“You don’t need a weatherman to know which way the wind blows,” a now newly octogenarian Bob Dylan howled in 1965’s Subterranean Homesick Blues. As for housing, you definitely don’t need an economist to know which way prices are going.
That was the view of a leading agent’s head of research during a long-awaited coffee recently. The conversation had been prompted by a Financial Times story: ‘Why haven’t house prices collapsed?’ It was a very economist- and academic-heavy piece. To be fair to the professors, the whole thrust – self-evident in the headline – was more a reflection of the FT’s entrenched bearishness towards Brexit Britain.
The conundrum exercising the paper was that if the economy tanked last year, why have house prices continued to soar into this year? It’s all about supply and demand, supposedly cornerstones of economics, my guest laughed: “Never ask an economist to predict house prices.”
The past two housing crashes in the UK were caused by specific events, rather than economics. For 1988, it was the removal of double mortgage relief after a disastrously inflationary six-month interregnum by chancellor Nigel Lawson; in 2008, the cause was a mortgage famine following the banking crisis, largely caused, in itself, by dodgy lending to homebuyers.
Likewise, the current boom has been fuelled by interventions by the latest chancellor – Rishi Sunak’s extended stamp duty holiday and employment support – and a far more nuanced picture on jobs and household economics than the headline data suggests. People working from home and with sufficient income to buy homes have probably never had it so good.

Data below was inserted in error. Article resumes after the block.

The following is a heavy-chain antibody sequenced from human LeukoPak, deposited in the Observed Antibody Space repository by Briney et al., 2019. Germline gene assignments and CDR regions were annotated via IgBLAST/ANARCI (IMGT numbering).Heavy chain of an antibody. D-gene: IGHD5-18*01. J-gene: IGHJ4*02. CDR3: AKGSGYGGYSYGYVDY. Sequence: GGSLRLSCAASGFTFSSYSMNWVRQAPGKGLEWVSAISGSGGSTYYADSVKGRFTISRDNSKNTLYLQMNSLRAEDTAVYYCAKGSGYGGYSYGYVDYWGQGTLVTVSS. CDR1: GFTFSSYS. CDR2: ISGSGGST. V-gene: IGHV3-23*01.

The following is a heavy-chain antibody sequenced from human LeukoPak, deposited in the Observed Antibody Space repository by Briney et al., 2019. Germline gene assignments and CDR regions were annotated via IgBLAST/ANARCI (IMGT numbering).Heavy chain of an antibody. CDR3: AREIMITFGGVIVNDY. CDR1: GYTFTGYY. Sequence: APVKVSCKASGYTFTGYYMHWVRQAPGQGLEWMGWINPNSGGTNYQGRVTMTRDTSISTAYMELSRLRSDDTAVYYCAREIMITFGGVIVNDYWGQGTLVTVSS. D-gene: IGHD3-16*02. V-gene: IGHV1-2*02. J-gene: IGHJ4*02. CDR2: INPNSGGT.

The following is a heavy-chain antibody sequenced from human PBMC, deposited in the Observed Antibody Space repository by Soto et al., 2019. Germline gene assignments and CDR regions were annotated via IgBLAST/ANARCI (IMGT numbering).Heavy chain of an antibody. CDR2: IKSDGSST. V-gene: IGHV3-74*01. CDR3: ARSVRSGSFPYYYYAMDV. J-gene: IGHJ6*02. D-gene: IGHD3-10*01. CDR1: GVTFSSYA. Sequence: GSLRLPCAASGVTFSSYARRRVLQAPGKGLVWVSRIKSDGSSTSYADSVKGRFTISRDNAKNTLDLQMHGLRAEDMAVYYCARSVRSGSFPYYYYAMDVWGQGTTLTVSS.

Don’t get me wrong, I’ve worked with many economists and have always been impressed by the intellectual rigour of their (often opposing) arguments. But it strikes me that the wider profession is wrong about short-term trends more often than it’s right.
Look at their recent record, especially so in the second quarter of this year. Output, employment and multiple industry-specific surveys have almost all been more benign than consensus forecasts (inflation excepted, see last month’s column). The government’s Office for Budget Responsibility (OBR) undershot its prediction for national borrowings in April by £7.3bn, or 19%, made only the month before, and raising the prospect of less draconian future tax hikes.
This has been tough reading for the armchair experts among the liberal-left commentariat who gleefully pounced on every negative data point or gloomy forecast from the OBR last year.
The accuracy of their political forecasting can at least spare economists’ blushes. Most didn’t see Brexit, the general election or the Hartlepool by-election coming.
Many thought their new-found hero Dominic Cummings’ parliamentary testimony would rock, if not topple, the prime minister. In the event, Johnson’s poll rating wobbled only briefly before starting to recover in recent weeks, according to Politico.
Why do economists and commentators get (not just) housing so wrong so often? Put bluntly, pundits should get out more – as agents do. And, literally, smell the coffee, as we were doing. Not least because the appearance of artisan coffee bars in unloved parts of town often presage local prices taking off.
Pubs are probably an even greater barometer of the zeitgeist. The recent reopening of hostelries undoubtedly boosted the national feel-good factor (a key market driver, oft-repeated by the late Tony Pidgley of Berkeley Group).
Conversely, back in 2006, I visited a bar in Dublin at the height of the ‘Celtic Tiger’ boom: pints were pouring, shoulders rolling, backs being slapped. I didn’t have a spreadsheet to hand but thought, “these guys are going to be in for a bit of a surprise soon”. Prices in the Irish capital were about to fall by 60% over the following six years.
That’s very unlikely in Britain, seemingly despite the FT’s fervent hopes. Rather, on the basis of Dylan’s edict, his signature shades rather than sou’westers are more in order for at least the rest of this year.
Alastair Stewart is an equities analyst and consultant
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